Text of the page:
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Could Russia-Ukraine cyberattacks start a cyberwar in America?

Zen Bahar

Zen Bahar

Could Russia-Ukraine cyberattacks start a cyberwar in America?

Keyboards across the world are on fire as high-profile companies rush to protect Ukraine from cyberattacks. With Microsoft, Anonymous, and SpaceX fighting for Ukraine, are we prepared for a cyberwar here in America?

Russia is allegedly preparing disruptive cyberattacks that could target US energy and financial industries in retaliation for sanctions made against the Kremlin for its invasion of Ukraine.

Reports suggest that the FBI warned five energy companies in mid-March that their networks were being scanned by computers using Russian internet addresses. China has also recently been accused of cyberattacking Ukraine military and nuclear targets days before Russia invaded.

Are we about to be dragged into a cyberwar?

Russia has ruthlessly attacked the US and other countries in the past, in light of SolarWinds and the Colonial Pipeline hack, proving itself a hub of cybercrime and a threat to the US.

Glen S. Gerstell, senior advisor at the Center for Strategic and International Studies (CSIS) and the former general counsel of the National Security Agency, says:

“Many people in the US believe that a cyber-attack with real-world destructive effects is the same as a missile attack or bomb, and would be seen as an act of war.”

A mass cyberwar could trigger chaotic retaliations without a strategic objective and could potentially escalate to physical US military action. Gerstell also spoke about how vulnerable the private sector would be in a cyberwar, which relies on buggy software to protect itself.

Instead, Gerstell proposes a mandatory cybersecurity solution for all companies, after criticizing the US for “side-stepping cyber responsibility by grafting it onto government agencies, making each agency responsible for its area.”

Everything from roads to water supplies to hospitals and cell phone service relies on online systems that could be destroyed by a cyberattack. But it seems that some people in the US are already preparing for a cyberwar emergency.

“31% of people in the US have generators installed and food and water in storage.” (NordVPN research 2022)

We asked 1,022 people in the US if they were worried about the threat of cyberwar, and 93% admitted they had concerns that a foreign country could use cyber warfare against the US. And their concerns have some grounding too, as Daniel Markuson, a digital privacy expert at NordVPN says:

“Even during peacetime, we’ve seen concerted efforts by Russia, China, and others to interfere with the democratic processes of the US and other allies.”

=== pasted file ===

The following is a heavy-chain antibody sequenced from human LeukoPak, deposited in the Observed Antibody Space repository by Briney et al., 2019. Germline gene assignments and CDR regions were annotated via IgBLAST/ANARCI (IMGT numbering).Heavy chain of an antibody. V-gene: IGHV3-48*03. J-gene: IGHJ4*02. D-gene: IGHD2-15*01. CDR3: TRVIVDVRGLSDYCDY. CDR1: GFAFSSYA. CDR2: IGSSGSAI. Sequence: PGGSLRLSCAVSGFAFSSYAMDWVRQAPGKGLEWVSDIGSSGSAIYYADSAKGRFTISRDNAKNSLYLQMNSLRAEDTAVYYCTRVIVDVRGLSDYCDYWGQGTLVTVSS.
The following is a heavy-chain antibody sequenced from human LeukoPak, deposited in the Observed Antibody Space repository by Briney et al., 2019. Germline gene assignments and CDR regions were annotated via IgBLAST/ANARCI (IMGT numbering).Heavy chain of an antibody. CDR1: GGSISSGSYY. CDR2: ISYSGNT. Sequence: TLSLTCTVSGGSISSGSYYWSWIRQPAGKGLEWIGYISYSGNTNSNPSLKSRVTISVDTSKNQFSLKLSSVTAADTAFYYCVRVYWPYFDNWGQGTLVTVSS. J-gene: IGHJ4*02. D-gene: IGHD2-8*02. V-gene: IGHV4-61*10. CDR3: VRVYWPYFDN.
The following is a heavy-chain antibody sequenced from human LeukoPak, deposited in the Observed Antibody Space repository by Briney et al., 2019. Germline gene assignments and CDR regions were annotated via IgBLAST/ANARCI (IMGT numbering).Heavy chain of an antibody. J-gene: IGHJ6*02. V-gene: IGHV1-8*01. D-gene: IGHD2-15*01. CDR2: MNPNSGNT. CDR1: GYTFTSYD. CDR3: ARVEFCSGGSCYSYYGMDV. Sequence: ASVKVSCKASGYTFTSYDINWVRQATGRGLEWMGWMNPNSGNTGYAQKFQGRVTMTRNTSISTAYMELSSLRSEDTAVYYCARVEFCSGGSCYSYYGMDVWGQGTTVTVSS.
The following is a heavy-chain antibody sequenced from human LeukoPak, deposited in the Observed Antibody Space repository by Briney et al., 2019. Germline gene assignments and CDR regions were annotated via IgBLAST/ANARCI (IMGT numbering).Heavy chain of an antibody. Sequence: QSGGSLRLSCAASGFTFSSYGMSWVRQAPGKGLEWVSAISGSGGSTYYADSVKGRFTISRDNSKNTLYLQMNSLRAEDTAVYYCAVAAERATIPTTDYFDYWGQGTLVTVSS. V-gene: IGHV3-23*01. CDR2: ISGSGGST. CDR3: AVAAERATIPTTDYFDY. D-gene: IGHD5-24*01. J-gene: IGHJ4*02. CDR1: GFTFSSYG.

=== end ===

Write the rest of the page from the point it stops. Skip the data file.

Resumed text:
Are we prepared for a cyberwar?

Americans and cyberwar

According to our survey, only 19% of Americans feel 100% confident in the government's ability to protect them – even though the US has been ranked as the most cyber-secure country.

Most secure countries

Those who lack faith in government protection have started taking matters into their own hands. While 65% are not preparing for a cyberwar to occur, around 35% of Americans have already started taking measures:

How we protect ourselves

For most Americans, it seems life can continue as long as they have a working smartphone and online access to their money. More than losing access to the internet, the biggest fear for Americans is losing access to their finances and cell phone service.

What we fear the most

But that isn’t to say that those who don’t prepare also don’t have a deep fear of losing the services they need the most. The difficulty comes from not knowing how to prepare for such an event.

Nevertheless, NordVPN’s Daniel Markuson is positive that while we can’t personally stop losing temporary access to the internet, the electrical grid, or financial services, we can prepare our personal information so we don’t lose it forever through attacks from hackers and malware.

“Making encrypted backups of your files will make sure that you are still able to access them once the electricity grid recovers.” (Daniel Markuson, NordVPN)

Most states do build and monitor cybersecurity protections for their citizens, but as individuals, more of us need to take appropriate measures to protect our digital assets. For those of us more concerned with cyberwar, always backup your important files to an external hard drive, keep a cash reserve for emergencies, and change your important passwordsregularly.


Zen Bahar
Zen Bahar Zen Bahar
Zen likes to use her cybersecurity knowledge to help protect the privacy and freedom of others, otherwise, you can find her playing with paints in her studio in London.